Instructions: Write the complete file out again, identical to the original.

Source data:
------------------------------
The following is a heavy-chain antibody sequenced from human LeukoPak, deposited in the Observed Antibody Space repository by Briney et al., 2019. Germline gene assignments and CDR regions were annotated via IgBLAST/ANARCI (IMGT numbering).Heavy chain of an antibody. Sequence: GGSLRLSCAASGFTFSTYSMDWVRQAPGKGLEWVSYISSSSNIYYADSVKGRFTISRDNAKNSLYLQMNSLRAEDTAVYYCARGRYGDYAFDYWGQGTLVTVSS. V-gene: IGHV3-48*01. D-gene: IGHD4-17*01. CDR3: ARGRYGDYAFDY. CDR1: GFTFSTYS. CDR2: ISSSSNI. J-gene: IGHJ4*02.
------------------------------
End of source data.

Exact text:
The following is a heavy-chain antibody sequenced from human LeukoPak, deposited in the Observed Antibody Space repository by Briney et al., 2019. Germline gene assignments and CDR regions were annotated via IgBLAST/ANARCI (IMGT numbering).Heavy chain of an antibody. Sequence: GGSLRLSCAASGFTFSTYSMDWVRQAPGKGLEWVSYISSSSNIYYADSVKGRFTISRDNAKNSLYLQMNSLRAEDTAVYYCARGRYGDYAFDYWGQGTLVTVSS. V-gene: IGHV3-48*01. D-gene: IGHD4-17*01. CDR3: ARGRYGDYAFDY. CDR1: GFTFSTYS. CDR2: ISSSSNI. J-gene: IGHJ4*02.